Make Strategic Use of Free Offers

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Recent changes in market valuations are forcing dot-coms to become wiser in the ways they acquire customers. Originally, the strategy was to acquire as many customers as possible, at any cost, in a blind grab for market share.


This year's Super Bowl spend-fest was evidence of this idea taken to the extreme. Over time, there has been a move toward better targeting of consumers, partly because of the growth of e-mail marketing and improvements in technology. This resulted in more companies specifically targeting the right customers, while most companies still focused less on the cost side. Due to recent shifts in market conditions, however, many Internet companies are shifting their focus to getting the right customers at a price that makes sense for their business models. This is probably the way most companies should have focused their efforts all along, but the blind emphasis on "getting big fast" overshadowed concerns of efficiency and profitability.


Aggravating the problems with customers-at-any-cost strategies, the dot-com world is flooded with companies that compete primarily on price without much consideration for how to best build brand and lasting relationships. Many Web sites believe that if they pay to get people to their site and sell them product below cost, then these customers will continue making transactions at higher prices. But if you get a customer to make a few purchases based on price discounts and then stop, expect that customer to go looking elsewhere for the next great deal.


While price promotions have some hidden dangers, well-conceived promotions are a key part of any strategy for generating new customer relationships. Promotions can be effective at compressing the customer buying life cycle. Promotions are so important that Forrester Research predicts promotion spending will increase sixfold over the next five years.


So what is the most effective type of promotion to encourage online transactions and generate the right types of customers: price discounts, coupons, sweepstakes? Many companies report using these tools, but according to Forrester Research, free merchandise -- a free sample, free gift or gift with purchase -- proves to be most effective. From free hangover relief to free PCs to free condoms, free stuff is all over the Internet. Free is attention-getting, calls for immediate action, reduces purchase barriers, drives visitors to specific pages to improve profitability and, most importantly, doesn't create the perception of heavy discounting. Free offers also can be designed to attract the right types of customers for your business.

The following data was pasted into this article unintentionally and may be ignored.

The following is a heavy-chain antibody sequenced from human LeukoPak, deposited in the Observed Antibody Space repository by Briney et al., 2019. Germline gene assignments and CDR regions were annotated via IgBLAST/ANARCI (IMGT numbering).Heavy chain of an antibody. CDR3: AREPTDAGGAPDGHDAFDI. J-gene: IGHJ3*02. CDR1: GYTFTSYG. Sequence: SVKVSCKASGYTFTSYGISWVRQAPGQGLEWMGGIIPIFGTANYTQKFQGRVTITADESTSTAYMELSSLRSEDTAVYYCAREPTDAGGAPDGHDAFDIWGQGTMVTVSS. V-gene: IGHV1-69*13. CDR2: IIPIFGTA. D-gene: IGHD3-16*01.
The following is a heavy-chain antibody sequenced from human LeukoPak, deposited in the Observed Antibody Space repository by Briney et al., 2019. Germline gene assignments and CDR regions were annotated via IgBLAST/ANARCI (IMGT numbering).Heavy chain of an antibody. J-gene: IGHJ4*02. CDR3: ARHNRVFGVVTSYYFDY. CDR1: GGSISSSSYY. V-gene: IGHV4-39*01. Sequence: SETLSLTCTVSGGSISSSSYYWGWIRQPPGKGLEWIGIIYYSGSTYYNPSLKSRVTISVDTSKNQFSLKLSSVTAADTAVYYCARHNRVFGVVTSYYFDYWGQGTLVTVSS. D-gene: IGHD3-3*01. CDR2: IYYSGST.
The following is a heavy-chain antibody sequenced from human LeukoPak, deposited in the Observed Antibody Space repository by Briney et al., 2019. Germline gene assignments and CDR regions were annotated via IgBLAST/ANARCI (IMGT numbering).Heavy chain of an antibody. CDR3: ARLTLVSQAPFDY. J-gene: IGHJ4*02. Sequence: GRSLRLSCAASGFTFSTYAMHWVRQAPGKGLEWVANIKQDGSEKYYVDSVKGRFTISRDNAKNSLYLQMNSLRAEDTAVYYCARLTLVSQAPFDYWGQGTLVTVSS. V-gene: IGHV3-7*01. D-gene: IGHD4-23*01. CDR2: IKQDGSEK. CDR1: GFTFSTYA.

Used strategically, free is a great tool. On the other hand, misusing free offers in the search for new customers can have unexpected negative effects or generate the wrong customers for your business. For example, the higher the perceived value of a free offer, the greater the response. But with that response also comes a greater possibility that you may attract a larger number of the wrong consumers, or consumers with the wrong motivations. At the same time, the lower the perceived value of the free offer, the less the response. The key is to optimize the perceived value of an offer to meet your specific goals and needs. As with all direct marketing, that means test and test again.


The use of free can be a very effective tool throughout the consumer life cycle. Free samples, information and trial offers drive trial and consideration toward new product purchases. A free gift with purchase increases purchase likelihood at a retailer. Free shipping removes barriers to purchasing online. Free points or gift certificates reward repeat buyers.


The best free promotions on the Web are geared toward enhancing a consumer's lifetime value. They are targeted to a specific audience, encourage first-time trial and help build a customer database. Develop a great consumer research team to help you target your offers to individuals who closely match your most profitable customers. Be sure to track behavior by targeted groups and measure acquisition costs and lifetime value.


Consumers won't do "anything" for free things. The use of free promotions works to surface interest and intent, build comfort with online transactions, encourage word of mouth and build an audience quickly. However, remember that using free offers strategically is only half the equation for success. If consumers are not completely delighted by the experience and service they receive, loyalty will suffer. It's up to you to provide a fantastic site experience that includes good merchandising, easy ordering and outstanding service. Make sure to develop strategic promotions backed by superb service. You can't bribe loyalty.
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